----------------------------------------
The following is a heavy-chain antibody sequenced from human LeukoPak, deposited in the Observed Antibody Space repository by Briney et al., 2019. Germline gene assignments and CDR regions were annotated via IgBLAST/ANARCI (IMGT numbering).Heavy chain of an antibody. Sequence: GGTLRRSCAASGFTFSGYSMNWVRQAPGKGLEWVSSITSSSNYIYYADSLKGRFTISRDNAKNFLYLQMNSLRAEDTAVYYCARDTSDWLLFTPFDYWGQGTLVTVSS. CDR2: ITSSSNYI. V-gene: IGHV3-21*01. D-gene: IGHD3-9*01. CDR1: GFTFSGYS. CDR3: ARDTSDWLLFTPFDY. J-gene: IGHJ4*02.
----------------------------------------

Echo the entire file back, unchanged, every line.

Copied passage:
The following is a heavy-chain antibody sequenced from human LeukoPak, deposited in the Observed Antibody Space repository by Briney et al., 2019. Germline gene assignments and CDR regions were annotated via IgBLAST/ANARCI (IMGT numbering).Heavy chain of an antibody. Sequence: GGTLRRSCAASGFTFSGYSMNWVRQAPGKGLEWVSSITSSSNYIYYADSLKGRFTISRDNAKNFLYLQMNSLRAEDTAVYYCARDTSDWLLFTPFDYWGQGTLVTVSS. CDR2: ITSSSNYI. V-gene: IGHV3-21*01. D-gene: IGHD3-9*01. CDR1: GFTFSGYS. CDR3: ARDTSDWLLFTPFDY. J-gene: IGHJ4*02.